TEMPLE TERRACE — The Temple Terrace City Council has tentatively approved the highest tax rate in Hillsborough County for the second consecutive year.
With no objections from the public, the city council unanimously voted this week to support a proposed property tax rate of $6.43 per $1,000 of assessed value and a $48 million budget for the 2013-14 fiscal year on a first reading. Councilman David Pogorilich was absent.
Though the rate is not increasing, city leaders expect to generate 2.64 percent more in revenue due to an increase in property values.
Tampa’s property tax rate is $5.73 per $1,000; Plant City’s rate is $4.72; and unincorporated Hillborough County’s rate is $4.37.
Temple Terrace City Manager Gerald Seeber said new revenue will be used to balance the city’s general fund.
The property tax rate has been on the rise in Temple Terrace for about five years. City officials initially increased the rate to overcome a $1.2 million budget shortfall several years ago caused by a loss of revenue resulting from a decline in home values.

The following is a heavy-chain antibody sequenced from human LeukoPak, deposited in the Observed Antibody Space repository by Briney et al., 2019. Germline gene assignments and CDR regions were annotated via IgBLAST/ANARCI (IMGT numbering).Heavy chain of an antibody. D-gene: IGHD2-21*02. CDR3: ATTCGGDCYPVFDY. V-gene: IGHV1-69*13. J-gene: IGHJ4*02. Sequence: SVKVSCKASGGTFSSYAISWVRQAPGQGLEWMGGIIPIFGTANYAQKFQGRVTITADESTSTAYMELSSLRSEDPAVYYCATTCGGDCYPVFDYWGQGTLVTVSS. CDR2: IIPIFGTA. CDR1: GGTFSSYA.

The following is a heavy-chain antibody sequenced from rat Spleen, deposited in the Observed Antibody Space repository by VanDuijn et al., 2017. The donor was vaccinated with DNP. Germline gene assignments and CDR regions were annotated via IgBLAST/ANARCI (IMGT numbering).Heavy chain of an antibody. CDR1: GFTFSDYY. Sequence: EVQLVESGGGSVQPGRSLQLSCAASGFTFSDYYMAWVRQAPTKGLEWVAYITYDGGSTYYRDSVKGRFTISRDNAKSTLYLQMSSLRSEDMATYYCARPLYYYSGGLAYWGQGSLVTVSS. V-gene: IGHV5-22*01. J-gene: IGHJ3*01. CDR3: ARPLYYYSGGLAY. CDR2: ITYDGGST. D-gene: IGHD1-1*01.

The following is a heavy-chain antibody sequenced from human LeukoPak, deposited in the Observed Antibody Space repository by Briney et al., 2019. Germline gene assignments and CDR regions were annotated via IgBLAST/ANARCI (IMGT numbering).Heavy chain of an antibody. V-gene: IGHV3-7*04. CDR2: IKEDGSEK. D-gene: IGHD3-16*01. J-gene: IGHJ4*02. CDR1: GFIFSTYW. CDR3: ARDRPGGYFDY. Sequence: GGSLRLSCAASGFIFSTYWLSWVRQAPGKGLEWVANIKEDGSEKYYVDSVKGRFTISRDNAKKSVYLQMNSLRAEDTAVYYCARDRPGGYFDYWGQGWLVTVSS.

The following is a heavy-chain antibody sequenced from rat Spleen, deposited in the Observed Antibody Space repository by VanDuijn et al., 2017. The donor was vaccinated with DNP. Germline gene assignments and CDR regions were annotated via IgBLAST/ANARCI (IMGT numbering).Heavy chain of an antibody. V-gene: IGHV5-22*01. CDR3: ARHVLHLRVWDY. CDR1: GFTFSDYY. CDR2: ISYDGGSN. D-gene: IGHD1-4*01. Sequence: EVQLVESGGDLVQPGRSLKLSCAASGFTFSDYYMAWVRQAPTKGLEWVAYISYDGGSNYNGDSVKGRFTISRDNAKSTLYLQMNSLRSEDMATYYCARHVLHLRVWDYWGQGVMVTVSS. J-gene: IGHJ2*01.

The shortfall forced city leaders to tap into reserves to balance the budget.
The city also pays about $600,000 annually from the general fund to repay $24 million borrowed to make infrastructure improvements at the downtown redevelopment site. However, council members voted this week to refinance the loan, a move which would reduce the interest on the loan.
Now that Temple Terrace is on stronger footing, city officials see the current tax rate as a practical way to maintain city services for their 25,000 residents.
“We try to maintain our services at a level our citizens have come to expect and to make sure the response times for the police and fire departments are second to none,” Temple Terrace Assistant Finance Director Ted Beason said.
Mayor Frank Chillura said he would like to see a lower property tax rate.
He worries the current rate could jeopardize the city’s economic growth and limit potential employers interested in relocating to Temple Terrace.
Residents will get another chance to offer input on the proposed tax rate and annual budget at a second public hearing at 6 p.m. Sept. 18. Then the council will take a second and final vote.
The council meeting on Sept. 18 will be a rare Wednesday evening session.